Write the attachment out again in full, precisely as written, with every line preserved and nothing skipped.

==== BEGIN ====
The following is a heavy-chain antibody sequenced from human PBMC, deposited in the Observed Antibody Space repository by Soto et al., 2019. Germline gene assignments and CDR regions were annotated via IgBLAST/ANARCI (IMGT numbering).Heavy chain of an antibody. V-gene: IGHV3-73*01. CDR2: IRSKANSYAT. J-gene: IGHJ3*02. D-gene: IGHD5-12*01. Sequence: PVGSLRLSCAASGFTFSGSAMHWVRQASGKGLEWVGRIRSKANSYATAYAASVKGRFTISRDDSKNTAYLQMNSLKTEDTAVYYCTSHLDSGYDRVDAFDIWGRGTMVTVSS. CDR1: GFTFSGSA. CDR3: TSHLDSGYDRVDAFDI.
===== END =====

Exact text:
The following is a heavy-chain antibody sequenced from human PBMC, deposited in the Observed Antibody Space repository by Soto et al., 2019. Germline gene assignments and CDR regions were annotated via IgBLAST/ANARCI (IMGT numbering).Heavy chain of an antibody. V-gene: IGHV3-73*01. CDR2: IRSKANSYAT. J-gene: IGHJ3*02. D-gene: IGHD5-12*01. Sequence: PVGSLRLSCAASGFTFSGSAMHWVRQASGKGLEWVGRIRSKANSYATAYAASVKGRFTISRDDSKNTAYLQMNSLKTEDTAVYYCTSHLDSGYDRVDAFDIWGRGTMVTVSS. CDR1: GFTFSGSA. CDR3: TSHLDSGYDRVDAFDI.